When Jesus says that we are to be salt of the earth, He is implying a rottenness to this world, as with decaying meat. Because of sin, everything around us, including our own bodies and lives, is dying or dead. We see this theme in many familiar passages in the Bible. Think about the story of the flood in the book of Genesis. “The LORD saw that the wickedness of man was great in the earth, and that every intention of the thoughts of his heart was only evil continually… Now the earth was corrupt in God’s sight, and the earth was filled with violence… And God said to Noah… Make yourself an ark…” (Genesis 6: 5, 11, 13, 14) The world was wicked and evil, rotten and decaying, and in need of cleansing. Moving forward in Genesis, we come to the account of the cities of Sodom and Gomorrah. Here too we see the decay of sin and its consequences as God destroyed them because of their wickedness. 

But in each of these cases there was grace shown, preservation provided, through God to believers in each instance. Mankind was not totally snuffed out, but saved through Noah, in the first account, and Abraham and Lot were spared when the cities of Sodom and Gomorrah were destroyed. Now, move forward to Jesus’ time, a time when the world was still decaying, but when He was present to bring preservation. “The world apart from God is rotten because of sin, but through His power His disciples were able and actually obliged to have a preserving and purifying effect upon it.” (Boice pg. 63)

Jesus tells His followers that we are to be salt. Salt is to be shaken out onto the meat and rubbed onto it to be useful. It cannot just remain in the shaker or set upon the table. So too as believers we are to be active participants in this world. We are not to exist in either of the following two extremes. We are not to have a view of the world that underestimates the wickedness in it, believing it to be better than it is. Neither are we to totally pull away from the world believing that it is too far gone. In the eighteenth century, mankind lived under the Enlightenment, a view that overemphasized man’s ability to change the world. Prior to this, mankind lived through the Monastic period, where some sought to escape the taint of this world by living secluded lives of meditation and isolation in monasteries. One was a utopian view of life and the other an overly escapist mentality and neither was correct. God wants to “rub” us into this rotting and decaying world. Will we allow Him to use us in this way, to provide flavor and substance to this watching world, neither running from it nor overly embracing it apart from Him?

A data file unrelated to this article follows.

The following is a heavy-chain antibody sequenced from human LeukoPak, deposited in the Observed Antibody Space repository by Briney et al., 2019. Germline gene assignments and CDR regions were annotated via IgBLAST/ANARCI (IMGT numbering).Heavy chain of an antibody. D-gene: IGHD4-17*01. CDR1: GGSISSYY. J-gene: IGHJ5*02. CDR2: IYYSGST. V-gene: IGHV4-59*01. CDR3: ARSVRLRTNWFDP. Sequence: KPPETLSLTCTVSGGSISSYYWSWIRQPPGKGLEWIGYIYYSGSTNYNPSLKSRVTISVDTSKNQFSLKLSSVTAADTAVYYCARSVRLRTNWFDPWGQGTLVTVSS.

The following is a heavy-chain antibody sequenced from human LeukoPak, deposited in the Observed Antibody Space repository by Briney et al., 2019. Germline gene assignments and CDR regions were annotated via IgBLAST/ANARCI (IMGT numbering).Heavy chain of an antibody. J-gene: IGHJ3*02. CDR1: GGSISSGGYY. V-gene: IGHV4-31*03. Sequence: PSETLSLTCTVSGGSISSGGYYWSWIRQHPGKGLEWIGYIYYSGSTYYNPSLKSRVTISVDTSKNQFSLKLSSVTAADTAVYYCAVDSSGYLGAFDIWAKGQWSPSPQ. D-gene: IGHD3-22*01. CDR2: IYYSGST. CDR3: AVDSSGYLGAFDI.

So, Christ in this section calls us to be salt, but He also says that we are to be light. We are to live fluorescently! Verse fourteen says, “You are the light of the world.” Recently we got to experience what scientists call a “super-moon”. This is when a moon is both at its fullest, brightest point and in perigee - at its closest point to the earth in its orbit. A moon is a great reflector of the light of the sun, but it has no source of luminescence in itself. It is a cold, dead, dusty heavenly body, orbiting the earth. It seems to glow and shine as the rays of the sun reflect off of its surface. In the book of John, Jesus says, “I am the Light of the world”. Christ is the source of light and brilliance, and we as believers are to reflect His glory. But here He says that we are to be lights to this world. We are not only to reflect His light, but we, being recreated in His image are to shine with the light that He is placing within us. We are to be lights. As solar panels on a roof soak up the light of the sun, so too we must expose ourselves to Jesus, reading His Word, and spending time in prayer, soaking up His rays. 

So, What Now?

Verses fourteen and fifteen go on to say, “A city on a hill cannot be hidden. Nor do people light a lamp and put it under a basket, but on a stand, and it gives light to all in the house.” Do we hide our light? Or wish that our light was someplace else? God is the One Who places the light. Will we shine where we are placed? Are we ashamed of the Gospel? Do we know a lot about the Light but refuse to share it? Will we be the salt and light of the Lord today?